“Hope is the thing with feathers,” she opined, without attribution to Dickinson, as this customer wouldn’t know who Emily Dickinson was. “Hold your hope close to you,” she continued in stark deviation from the original, “never let the bastards know you have it, let alone where you might be hiding it.” She seethed. “They will strip hope’s feathers away one-by-one if you let them, fletch their arrows with them and then by-and-by shoot you to death on the wings of hope. If you must hope at all, at least stand guard over foolish treasure like gold.”
“I…” the man didn’t quite know how to respond to that through that little tinny speaker by the side of his car, “I just said I hoped you still had those jamocha chip shakes.” “Hoping will not make your ice cream dreams so, sir, hope is not nearly enough. You must work and must want and demand if you ever hope to have hunger sated, thirst quenched, your dreams yet fulfilled.”
“I…” he had always wondered why his friends told him to not go to That Other Arby’s on the south side of town but he had errands out that way, the only K-Mart left in the tri-county area, possibly the last in the world was out there, he’d heard a rumor of great blue light specials and saw it fulfilled, “I want a jamocha chip shake,” he decided, “I demand a medium jamocha chip.”
The board itself, lit from behind to tout fishwich specials and meat-mountain delights, flickered along with the rage of the woman’s voice from the other end somewhere, presumably inside of the Arby’s, hopefully from inside of that Arby’s, not some distant corporate office or hell itself.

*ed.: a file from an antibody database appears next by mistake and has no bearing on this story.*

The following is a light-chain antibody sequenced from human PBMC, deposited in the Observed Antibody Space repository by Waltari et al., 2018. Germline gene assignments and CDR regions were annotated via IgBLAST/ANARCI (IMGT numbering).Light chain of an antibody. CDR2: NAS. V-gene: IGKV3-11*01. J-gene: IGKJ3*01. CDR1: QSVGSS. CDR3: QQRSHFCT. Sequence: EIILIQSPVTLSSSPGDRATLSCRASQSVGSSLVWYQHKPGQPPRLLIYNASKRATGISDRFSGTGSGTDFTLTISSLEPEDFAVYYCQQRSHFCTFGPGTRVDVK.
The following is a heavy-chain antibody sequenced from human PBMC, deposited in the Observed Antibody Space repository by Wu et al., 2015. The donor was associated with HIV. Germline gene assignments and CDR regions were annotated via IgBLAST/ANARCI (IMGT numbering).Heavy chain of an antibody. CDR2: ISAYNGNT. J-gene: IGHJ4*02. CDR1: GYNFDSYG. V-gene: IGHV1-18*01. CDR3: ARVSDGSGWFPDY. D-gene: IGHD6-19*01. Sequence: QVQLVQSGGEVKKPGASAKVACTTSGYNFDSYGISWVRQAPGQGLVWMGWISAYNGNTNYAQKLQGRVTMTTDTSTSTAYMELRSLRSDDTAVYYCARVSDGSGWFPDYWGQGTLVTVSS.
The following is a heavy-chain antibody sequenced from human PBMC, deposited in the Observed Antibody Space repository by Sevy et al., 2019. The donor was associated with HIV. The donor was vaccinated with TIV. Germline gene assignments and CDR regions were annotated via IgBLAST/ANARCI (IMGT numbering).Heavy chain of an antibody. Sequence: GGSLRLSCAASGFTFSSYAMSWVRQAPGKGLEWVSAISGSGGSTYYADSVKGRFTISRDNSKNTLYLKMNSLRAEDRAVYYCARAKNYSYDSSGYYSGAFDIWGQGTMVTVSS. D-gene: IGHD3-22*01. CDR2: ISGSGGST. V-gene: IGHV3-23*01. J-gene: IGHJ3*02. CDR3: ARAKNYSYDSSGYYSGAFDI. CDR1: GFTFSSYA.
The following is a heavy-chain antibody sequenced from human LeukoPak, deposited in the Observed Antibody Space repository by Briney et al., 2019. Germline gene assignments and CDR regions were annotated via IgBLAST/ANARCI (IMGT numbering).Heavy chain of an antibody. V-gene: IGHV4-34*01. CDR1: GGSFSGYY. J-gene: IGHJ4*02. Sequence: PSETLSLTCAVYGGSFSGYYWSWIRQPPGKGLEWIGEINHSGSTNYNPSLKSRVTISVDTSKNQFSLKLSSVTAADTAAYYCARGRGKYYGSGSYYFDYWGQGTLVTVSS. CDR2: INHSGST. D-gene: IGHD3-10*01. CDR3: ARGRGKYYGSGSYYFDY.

“You do not demand because you’re told to! That’s the deepest weakness of them all! Reactive thinking!” The flicker emboldened, pulsing its light with anger, practically throbbing. “Do you even understand why you want it? Do you know yourself, know anything?”
“I…” he paused to examine his basest feelings honestly, “I only know that I am thirsty.” “What size would you like?” she suddenly shifted to a customer service chirp. “Large,” he replied firm, confident, “I’d like a large jamocha chip shake.” “Please pull around.”
At the pick-up window behind the counter, he saw a woman done up just like Annie Oakley, no one else in the store at all, no customers, no co-workers. “I’ve heard it in the chillest land and on the strangest sea, yet never in extremity, it asked a crumb of me.” She smiled then handed him a large jamocha chip shake. “No charge,” she whispered, “I know you were thirsty.”
He thanked her and, knowing not what to do next, drove away. A damned fine shake, though he swore he’d never return, finally understanding the strange power of That Other Arby’s. It ended well enough for him once and hope is a fine thing, maybe the finest thing, but that doesn’t mean you should ever push your luck.
Last updated May 22, 2021